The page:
American Orthodox Jews Will Miss Scalia, Their Great Defender

Religious Americans of all creeds will feel the loss of The Great Scalia, but his passing is a blow for the Orthodox Jewish community, who saw the justice as protecting their right to stand apart.

Seth Lipsky
Seth Lipsky
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The late U.S. Supreme Court Justice Antonin Scalia, April 7, 2004.
The late U.S. Supreme Court Justice Antonin Scalia, April 7, 2004.Credit: AP
Seth Lipsky
Seth Lipsky

The death of Justice Antonin Scalia, coming as it does at a time when some of the most important Supreme Court cases are being decided by votes of five to four, is bound to rock the presidential election. But nowhere will his passing be felt more keenly than in the religiously fundamentalist communities, including Orthodox Jews, who viewed the justice as one of the great defenders of their right to stand apart.

Scalia was the speaker in 2008 at the annual banquet in New York of the Agudath Israel, which filled a vast ballroom at the Hilton Hotel. At one end is a dais of four tiers, along which sat more than 100 of the great rabbis dressed in black and wearing long beards. And there among them sat Justice Scalia, flanked by the Novominsker Rebbe, Yaakov Perlow, and the city’s police commissioner, Raymond Kelly.

It was a glorious sight, and Scalia delivered the sort of remarks for which he is so widely appreciated by religious Americans. His key point was the Founders of America had not intended the First Amendment to exclude religion from the public square. He also told a wonderful story, which I have related many times (including in recent hours) about a teacher, Father Murray, at Xavier High School in Manhattan, where Scalia studied as a lad.

Scalia, imitating Murray’s Boston accent, related the teacher’s explanation that when one studied Shakespeare, it wasn’t the Bard who was on trial — it was the students. And that is how Scalia himself viewed the relationship of judges to the authors of the Constitution. He felt a burden to study their words to divine what they had originally intended and then to act accordingly, which led to one of his most famous dissents.

The case was called Lemon v. Kurtzman, in which an atheist, Alton Lemon, himself a constitutional lawyer, sought to bar the Quaker State, Pennsylvania, from using public funds to reimburse church-affiliated schools pay for help teaching secular subjects. The court sided with Lemon and over-ruled Pennsylvania. It said the wall of separation between church and state wasn’t absolute, but it set up what became known as the “Lemon test.”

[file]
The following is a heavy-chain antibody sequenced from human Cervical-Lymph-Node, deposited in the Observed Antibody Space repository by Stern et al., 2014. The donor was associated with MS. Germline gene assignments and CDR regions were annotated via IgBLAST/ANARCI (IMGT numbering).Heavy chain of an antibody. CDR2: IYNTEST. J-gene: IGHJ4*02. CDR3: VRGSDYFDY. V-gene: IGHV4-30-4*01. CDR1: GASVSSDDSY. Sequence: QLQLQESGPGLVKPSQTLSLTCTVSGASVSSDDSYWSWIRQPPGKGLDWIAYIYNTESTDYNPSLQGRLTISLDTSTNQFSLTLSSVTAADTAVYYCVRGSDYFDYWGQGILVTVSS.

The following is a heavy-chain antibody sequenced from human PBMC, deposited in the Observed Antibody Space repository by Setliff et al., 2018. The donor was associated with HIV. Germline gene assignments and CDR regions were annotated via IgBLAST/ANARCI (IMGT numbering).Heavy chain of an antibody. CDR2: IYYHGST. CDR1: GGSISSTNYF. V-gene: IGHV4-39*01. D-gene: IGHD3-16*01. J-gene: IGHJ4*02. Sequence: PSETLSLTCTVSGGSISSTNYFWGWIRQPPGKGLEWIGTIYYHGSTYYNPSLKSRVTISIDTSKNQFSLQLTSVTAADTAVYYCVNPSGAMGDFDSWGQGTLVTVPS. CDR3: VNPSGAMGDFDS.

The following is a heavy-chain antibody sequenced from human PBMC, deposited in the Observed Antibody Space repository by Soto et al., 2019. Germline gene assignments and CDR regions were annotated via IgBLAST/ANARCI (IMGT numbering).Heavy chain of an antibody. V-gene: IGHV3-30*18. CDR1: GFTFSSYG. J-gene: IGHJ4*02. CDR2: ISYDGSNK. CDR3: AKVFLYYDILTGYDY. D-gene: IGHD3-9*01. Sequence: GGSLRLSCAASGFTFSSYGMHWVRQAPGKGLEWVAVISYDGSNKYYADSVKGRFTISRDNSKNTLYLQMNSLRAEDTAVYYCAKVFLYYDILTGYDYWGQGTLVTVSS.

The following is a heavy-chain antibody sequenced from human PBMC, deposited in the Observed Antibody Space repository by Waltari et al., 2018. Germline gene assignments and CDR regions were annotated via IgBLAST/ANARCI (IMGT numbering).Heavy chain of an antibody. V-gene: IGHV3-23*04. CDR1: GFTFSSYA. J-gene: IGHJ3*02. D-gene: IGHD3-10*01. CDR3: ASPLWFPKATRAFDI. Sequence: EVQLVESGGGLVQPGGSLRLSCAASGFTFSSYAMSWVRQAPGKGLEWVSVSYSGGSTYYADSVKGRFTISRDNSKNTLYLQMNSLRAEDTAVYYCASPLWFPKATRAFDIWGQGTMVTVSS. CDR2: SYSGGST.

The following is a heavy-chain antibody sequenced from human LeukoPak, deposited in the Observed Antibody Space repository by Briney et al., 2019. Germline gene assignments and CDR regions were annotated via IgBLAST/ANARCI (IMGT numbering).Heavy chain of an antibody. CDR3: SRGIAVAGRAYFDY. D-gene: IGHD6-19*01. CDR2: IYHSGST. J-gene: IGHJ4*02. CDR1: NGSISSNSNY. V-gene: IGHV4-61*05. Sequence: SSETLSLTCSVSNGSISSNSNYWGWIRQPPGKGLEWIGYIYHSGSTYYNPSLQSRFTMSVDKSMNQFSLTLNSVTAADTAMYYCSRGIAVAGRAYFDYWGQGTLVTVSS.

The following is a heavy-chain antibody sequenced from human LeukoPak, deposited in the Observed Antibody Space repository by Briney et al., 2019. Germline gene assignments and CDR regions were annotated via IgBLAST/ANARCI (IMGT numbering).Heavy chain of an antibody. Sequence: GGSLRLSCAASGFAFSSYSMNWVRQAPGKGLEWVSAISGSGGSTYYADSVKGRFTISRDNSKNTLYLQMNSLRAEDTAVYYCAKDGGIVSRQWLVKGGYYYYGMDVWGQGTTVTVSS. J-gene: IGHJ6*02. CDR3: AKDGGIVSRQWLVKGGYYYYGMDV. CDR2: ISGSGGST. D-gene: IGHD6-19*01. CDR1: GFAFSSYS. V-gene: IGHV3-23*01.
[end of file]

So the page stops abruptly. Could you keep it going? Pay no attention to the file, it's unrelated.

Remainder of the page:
It was a complex formulation to test when Congress had violated the prohibition on passing any law respecting an establishment of religion. Scalia hated the Lemon test’s hostility to “an excessive government entanglement with religion.” In a subsequent case, Scalia likened it to “some ghoul in a late night horror movie that repeatedly sits up in its grave and shuffles abroad, after being repeatedly killed and buried” and “stalks” our jurisprudence, “frightening the little children and school attorneys.”

In 2013, Scalia came to Yeshiva University here in New York for a symposium on “Synagogue and State.” He appeared on stage with the Modern Orthodox star Rabbi Meir Soloveichik and the constitutional lawyer Nathan Lewin, another giant in the struggle for religious freedom. Scalia had recently been mocked in the press for confessing he believed in the Devil.

When his interlocutor sneered a question about what the Devil was up to now, Scalia had replied: “Getting people not to believe in him or in God.” At Yeshiva, the justice warned against a misreading of the first clause of the Bill of Rights, which says “Congress shall make no law respecting an establishment of religion.” Why was it worded that way, Scalia asked.

After all, at the time the First Amendment was ratified, a number of the states had religious establishments, meaning laws establishing an official church in the state. What the Founders feared, he suggested, was not only the establishment of a national church but the disestablishment of the state churches. He suggested we are now in an era of Establishment clause “incoherence.”

How his view will be missed as all this is sorted out. When a Catholic charity known as Little Sisters of the Poor filed its appeal to at the Supreme Court, where the nuns are seeking protection from the Obamacare birth control mandate, the first friend-of-the-court brief filed was from a group of rabbis who understood that if the Little Sisters can be pushed around, the rest of us can, too.

Their case now looks in doubt. Because they lost in the 10th Circuit, they need a majority of the nine justices to win their liberty. Hobby Lobby, a company owned by religious Christians, won its case, involving similar questions, by the narrowest margin, five to four, with Scalia in the van. Predicting high court decisions is a dangerous game, but it’s at least possible that religious Americans may begin feeling the loss of The Great Scalia even before a new justice is confirmed.

Seth Lipsky is editor of The New York Sun. He was a foreign editor of The Wall Street Journal, founding editor of The Forward and editor from 1990 to 2000.

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